Rebellion at Babel

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Babel (Pict 1)In today’s world there are some 200 different languages and more than 2000 dialects spoken. Many linguists concur that initially there was just one language. So how did we go from one to two hundred? As one might expect, the most popular response theorizes that human language evolved along with man, thus as the millennia passed humanity moved from grunts to words and from a single language to several. The Bible, however, paints a much different picture. In Genesis 11:1-9 we are not only told how, but even more importantly, why the many languages came to be.

Following the flood God gave specific instructions to Noah and his sons. They, like Adam and Eve, were to be “fruitful and multiply” and “fill the earth” (Genesis 9:1,7). This “filling” would eventually transpire, but not because of man’s cooperation. Instead of spreading over the earth in keeping with God’s commands, man believes he has a better idea. Earth’s residents rebelliously make up their minds to settle down in one place—and to do it without God. They decide to build their city and their tower in order to emphasize their name!

Surely these people were aware that God had previously judged human disobedience by means of a universal flood, weren’t they? But while the names and faces may differ, the same attitude of defiance remains. This new generation will function according to the same personal ambition and human pride that marked previous generations. They, too, would choose their own will over the revealed will of God.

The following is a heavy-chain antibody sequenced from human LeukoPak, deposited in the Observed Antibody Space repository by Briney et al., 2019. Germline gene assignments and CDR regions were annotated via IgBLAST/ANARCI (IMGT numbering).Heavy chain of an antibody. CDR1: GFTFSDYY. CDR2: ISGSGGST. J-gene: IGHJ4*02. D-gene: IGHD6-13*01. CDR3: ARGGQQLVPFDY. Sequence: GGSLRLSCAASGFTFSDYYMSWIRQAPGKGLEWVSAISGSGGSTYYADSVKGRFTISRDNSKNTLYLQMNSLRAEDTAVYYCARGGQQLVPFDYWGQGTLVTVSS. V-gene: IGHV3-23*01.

Facilitating their rebellion is the fact they “used the same language and the same words” (Genesis 11:1). They did more than speak the same tongue, they employed the same vocabulary. Because Americans speak English, there are a lot of places we can travel in the world and still communicate with those who are foreign to us. But while we may speak the same language, we will quickly discover there are numerous variations in how certain words are used. For example, our flashlight is a torch in England and where we instruct people to form a line, the British are told to queue. But for the folks in Genesis 11, not even these small barriers existed; with no barriers to communication, there were no obstacles to a unified effort of rebellion. Instead of scattering, they chose to journey east and together settle in the land of Shinar (v. 2).

Babel (Pict 2)It is here we see the ingenuity of human enterprise. Had they been somewhere else, stone might have been the building material of choice, but Shinar doesn’t have much of that; what it does have is an abundance of clay and tar. As they move forward with their objective using bricks and tar mastic, they demonstrate a keen understanding of architecture, engineering, and mathematics. They look to build a city they believe will prevent them from being scattered. They make plans to build a tower, but not a watchtower to provide defense (there aren’t any enemies to attack them), but a structure connecting them to heaven (the emphasis is on its purpose, not its height). Finally, they desire to make a name for themselves; that is, they refuse to recognize God’s authority with the intention of establishing their own. They want to leave their mark on the world, to be remembered after death, to outlive their life!